Oregon Hopes To Step Up Vaccinations; Bringing in National Guard
Oregon will deploy the National Guard in an effort to accelerate the state’s slow rollout of the COVID-19 vaccine, with stepped up efforts to get doses into the hands of pharmacies, health care providers and others.
Gov. Kate Brown said at a news conference on Friday that National Guard troops will assist Salem Health with a vaccination clinic on Tuesday in the state fairgrounds. She said the aim would be go vaccinate 250 people an hour. Brown has asked the Oregon Health Authority to speed up vaccinations to 12,000 people a day starting next Friday.
"This is an all hands on deck effort," she said.
Oregon health care professionals have administered nearly 75,000 shots since the campaign started three weeks ago -- only about a quarter of the 250,100 vaccination doses the state has in stock.
But if President-elect Joe Biden’s plans become reality, Oregon will have to step up the pace. Biden wants his new administration to deliver 100 million doses of the vaccines throughout the United States by the 100th day of his new administration, which begins Jan. 20, The New York Times reported Friday.
The vaccine is distributed based on each state’s population. Under that formula, Oregon’s share over the coming 15 weeks would be about 1.3 million doses. Biden’s plan adds yet another wildcard to Oregon’s vaccine rollout as the nation ushers in a new administration in Washington.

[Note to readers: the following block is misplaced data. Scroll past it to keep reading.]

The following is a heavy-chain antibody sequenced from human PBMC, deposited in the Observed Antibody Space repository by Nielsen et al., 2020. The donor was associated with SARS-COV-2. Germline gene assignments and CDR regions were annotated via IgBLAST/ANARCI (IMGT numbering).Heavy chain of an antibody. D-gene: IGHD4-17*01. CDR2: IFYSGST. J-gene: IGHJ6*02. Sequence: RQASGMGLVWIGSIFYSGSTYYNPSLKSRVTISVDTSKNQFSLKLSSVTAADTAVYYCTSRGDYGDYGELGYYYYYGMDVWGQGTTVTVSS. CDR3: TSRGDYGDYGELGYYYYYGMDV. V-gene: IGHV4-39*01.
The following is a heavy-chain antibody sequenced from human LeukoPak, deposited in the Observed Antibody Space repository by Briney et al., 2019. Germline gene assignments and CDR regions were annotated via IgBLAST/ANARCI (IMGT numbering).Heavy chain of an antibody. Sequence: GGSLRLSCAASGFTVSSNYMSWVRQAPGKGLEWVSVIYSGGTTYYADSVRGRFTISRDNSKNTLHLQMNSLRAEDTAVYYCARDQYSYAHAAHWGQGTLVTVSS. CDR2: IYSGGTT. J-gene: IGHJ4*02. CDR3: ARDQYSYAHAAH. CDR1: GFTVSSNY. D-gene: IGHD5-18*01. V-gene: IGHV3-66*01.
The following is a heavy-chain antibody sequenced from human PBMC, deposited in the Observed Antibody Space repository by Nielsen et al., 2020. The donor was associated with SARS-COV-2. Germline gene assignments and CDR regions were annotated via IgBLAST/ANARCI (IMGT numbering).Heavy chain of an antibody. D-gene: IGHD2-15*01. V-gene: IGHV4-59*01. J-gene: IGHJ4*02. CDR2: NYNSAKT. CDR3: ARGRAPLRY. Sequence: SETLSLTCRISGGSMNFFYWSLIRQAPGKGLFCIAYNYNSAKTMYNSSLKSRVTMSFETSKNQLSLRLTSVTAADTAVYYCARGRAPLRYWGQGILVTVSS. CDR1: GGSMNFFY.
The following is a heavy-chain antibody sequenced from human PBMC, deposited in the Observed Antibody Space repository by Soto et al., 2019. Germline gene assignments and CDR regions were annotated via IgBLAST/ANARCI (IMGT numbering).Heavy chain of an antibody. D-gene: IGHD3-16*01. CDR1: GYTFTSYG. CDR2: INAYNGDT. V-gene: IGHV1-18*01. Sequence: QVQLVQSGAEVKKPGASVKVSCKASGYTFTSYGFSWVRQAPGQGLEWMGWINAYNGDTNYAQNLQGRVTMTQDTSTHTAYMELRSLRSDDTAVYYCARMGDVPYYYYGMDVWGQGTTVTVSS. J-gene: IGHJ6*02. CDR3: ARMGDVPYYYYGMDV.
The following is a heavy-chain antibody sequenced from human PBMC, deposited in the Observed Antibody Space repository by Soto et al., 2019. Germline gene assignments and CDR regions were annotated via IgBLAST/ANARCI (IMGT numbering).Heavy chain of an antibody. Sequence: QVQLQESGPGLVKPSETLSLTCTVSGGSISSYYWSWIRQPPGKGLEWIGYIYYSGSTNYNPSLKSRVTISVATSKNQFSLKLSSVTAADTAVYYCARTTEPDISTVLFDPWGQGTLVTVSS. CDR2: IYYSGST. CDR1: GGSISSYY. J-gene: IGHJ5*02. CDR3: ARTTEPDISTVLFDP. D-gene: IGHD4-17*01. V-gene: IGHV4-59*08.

Oregon Health Authority Director Patrick Allen said at the news conference it will be “many months” before enough Oregonians are vaccinated to reach herd immunity to end the pandemic. Allen didn’t directly reference Biden’s plans, but he noted the federal government’s messaging has been “much more optimistic” than the reality the state is facing. That makes it a challenge to explain and justify the lengthy timeline for inoculating the great majority of the state’s 4.2 million population, Allen said.
“I think fall is a reasonable target,” Allen said, but he cautioned that the picture continually changes with variables like mutant strains of the virus. “We keep learning new things seemingly every day about this virus.”
In a statement to The Lund Report, Charles Boyle, a spokesman for the governor's office, said the goal of 12,000 doses a day matches the vaccine shipments Oregon expects by Jan. 17 from the federal government, "but we fully expect Oregon to ramp up distribution further as more vaccines become available."
"When President-elect Biden delivers on his promise to administer 100 million vaccine doses nationwide, we will be ready to work around the clock to ramp up distribution," Boyle said.
The federal government has rationed dosage shipments to states, saying it wants to make sure states get enough doses to give a second dose to each person who has received a first dose, at the correct interval, according to news reports. The doses are recommended to be given three to four weeks apart, depending on the vaccine. But Biden said he wants to push out as many doses as soon as possible, giving more people a first shot. Both vaccines by Moderna and Pfizer-BioNTech which have been approved for emergency use by the Food and Drug Administration require two doses for full inoculation. Biden said he will use his emergency powers as president to require manufacturers to produce enough to provide second shots, according to news reports.
Allen said the doses are sent by the federal government or manufacturers to Oregon hospitals and other health care providers, and are not in the custody of the state.